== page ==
The ALD technology was developed in Finland in the 1970s and has been utilised mainly in microelectronics to date but work at VTT has demonstrated that the coating is applicable to trays, folded boxes and tubes designed for food and medical products.
Lead researcher Professor Ali Harlin told this publication that commercialisation projects are initially focusing on pharmaceutical packaging applications but that trials have shown that the coating can also be used in polymers for the packaging of flavour and aroma sensitive foods such as chocolate and coffee.
He maintains that the ALD coating provides savings on raw material and transport costs as the amount of packaging material can be reduced and recycling of the packaging is made easier.
Chocolate wrappers, for example, can now be made without the aluminium-coated paper, if the carton wrap is treated with the ALD coating method, explained Harlin.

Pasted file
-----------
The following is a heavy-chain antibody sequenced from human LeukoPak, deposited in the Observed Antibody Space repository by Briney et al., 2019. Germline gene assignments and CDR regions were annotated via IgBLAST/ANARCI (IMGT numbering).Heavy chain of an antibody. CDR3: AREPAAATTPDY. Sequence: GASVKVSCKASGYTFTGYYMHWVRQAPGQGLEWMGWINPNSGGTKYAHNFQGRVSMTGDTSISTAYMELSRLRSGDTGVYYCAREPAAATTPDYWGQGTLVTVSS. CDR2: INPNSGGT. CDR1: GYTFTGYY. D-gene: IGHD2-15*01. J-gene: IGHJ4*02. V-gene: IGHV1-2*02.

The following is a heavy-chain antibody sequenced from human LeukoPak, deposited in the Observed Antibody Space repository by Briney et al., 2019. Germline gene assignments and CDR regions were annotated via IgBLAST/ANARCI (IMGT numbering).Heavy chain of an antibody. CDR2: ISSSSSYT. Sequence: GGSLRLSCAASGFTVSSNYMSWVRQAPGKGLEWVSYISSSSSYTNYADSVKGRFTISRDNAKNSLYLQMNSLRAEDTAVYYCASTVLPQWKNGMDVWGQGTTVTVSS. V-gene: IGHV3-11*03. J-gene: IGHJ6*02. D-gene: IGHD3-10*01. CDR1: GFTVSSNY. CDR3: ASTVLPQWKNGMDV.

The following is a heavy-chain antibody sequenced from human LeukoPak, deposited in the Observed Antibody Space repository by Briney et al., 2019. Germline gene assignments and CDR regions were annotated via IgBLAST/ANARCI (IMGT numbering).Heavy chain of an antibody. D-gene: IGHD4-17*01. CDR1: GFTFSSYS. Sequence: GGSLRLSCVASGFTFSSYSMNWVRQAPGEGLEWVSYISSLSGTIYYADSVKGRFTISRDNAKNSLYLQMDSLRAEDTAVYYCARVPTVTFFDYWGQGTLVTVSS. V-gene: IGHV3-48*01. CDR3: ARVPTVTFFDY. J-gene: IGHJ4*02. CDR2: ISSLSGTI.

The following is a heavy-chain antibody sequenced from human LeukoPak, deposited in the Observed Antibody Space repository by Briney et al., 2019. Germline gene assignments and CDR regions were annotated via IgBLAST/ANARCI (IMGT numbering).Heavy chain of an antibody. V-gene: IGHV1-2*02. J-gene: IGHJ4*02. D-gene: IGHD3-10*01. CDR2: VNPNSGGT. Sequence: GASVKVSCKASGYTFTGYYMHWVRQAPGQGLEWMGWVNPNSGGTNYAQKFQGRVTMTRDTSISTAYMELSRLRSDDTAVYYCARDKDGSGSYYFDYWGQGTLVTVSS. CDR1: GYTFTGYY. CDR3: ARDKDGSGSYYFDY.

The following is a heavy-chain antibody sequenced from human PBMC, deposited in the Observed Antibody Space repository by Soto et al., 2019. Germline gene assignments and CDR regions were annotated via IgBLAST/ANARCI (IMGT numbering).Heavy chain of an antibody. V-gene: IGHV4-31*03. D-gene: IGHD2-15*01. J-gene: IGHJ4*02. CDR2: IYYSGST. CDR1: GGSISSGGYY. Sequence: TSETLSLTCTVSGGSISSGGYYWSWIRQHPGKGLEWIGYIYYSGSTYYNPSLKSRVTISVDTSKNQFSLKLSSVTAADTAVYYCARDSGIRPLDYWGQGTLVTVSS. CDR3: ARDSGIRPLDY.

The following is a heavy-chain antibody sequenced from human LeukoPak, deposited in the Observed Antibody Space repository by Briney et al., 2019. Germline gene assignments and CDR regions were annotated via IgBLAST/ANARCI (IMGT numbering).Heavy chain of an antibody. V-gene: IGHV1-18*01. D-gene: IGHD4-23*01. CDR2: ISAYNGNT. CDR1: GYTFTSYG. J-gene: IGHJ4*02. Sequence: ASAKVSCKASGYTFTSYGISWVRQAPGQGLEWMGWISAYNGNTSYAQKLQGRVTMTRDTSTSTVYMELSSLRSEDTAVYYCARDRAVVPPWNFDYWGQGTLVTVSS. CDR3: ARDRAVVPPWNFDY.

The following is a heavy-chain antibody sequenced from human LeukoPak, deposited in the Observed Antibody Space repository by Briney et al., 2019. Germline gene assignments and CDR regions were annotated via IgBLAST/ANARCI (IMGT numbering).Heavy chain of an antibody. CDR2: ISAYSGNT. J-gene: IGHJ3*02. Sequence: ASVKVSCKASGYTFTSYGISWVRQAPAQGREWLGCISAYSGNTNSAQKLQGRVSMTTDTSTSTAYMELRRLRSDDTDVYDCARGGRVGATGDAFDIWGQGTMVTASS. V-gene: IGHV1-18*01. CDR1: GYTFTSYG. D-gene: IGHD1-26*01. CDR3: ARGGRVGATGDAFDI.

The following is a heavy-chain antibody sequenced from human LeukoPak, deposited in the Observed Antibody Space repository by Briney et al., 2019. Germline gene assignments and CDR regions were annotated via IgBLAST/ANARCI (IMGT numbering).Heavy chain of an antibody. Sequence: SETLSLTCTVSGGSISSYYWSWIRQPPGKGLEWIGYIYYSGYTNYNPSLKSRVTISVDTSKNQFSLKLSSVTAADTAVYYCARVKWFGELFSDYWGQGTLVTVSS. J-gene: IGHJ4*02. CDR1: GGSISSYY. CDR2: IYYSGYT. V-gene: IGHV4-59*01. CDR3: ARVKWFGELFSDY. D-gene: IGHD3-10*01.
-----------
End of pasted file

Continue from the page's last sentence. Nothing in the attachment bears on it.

Developed using the atomic layer deposition (ALD) method, the coating has excellent gas permeation resistance, “The ALD forms a very even ceramic layer, which acts like a glass and thus has high oxygen, moisture and grease barrier properties,” he said.
The barrier layer formed by ALD, continued Harlin, is not designed to be in direct contact with the food product but is instead placed in between the polymer layers so migration into the food product is not a factor.
He explained that the ALD coating is nanotechnology based and has a thickness of 25nm rendering the protective layer bendable and flexible. It is produced, he added, by means of controlled stacking atoms on each other in the film forming deposition process.
“As the ALD we are using functions at low temperatures it is suitable for various kinds of polymers, both natural and synthetic forms,” he continued.
However, he said that the ALD technology can improve the humidity tolerance and performance of bio-polymers, thus reducing the need for oil-based plastics.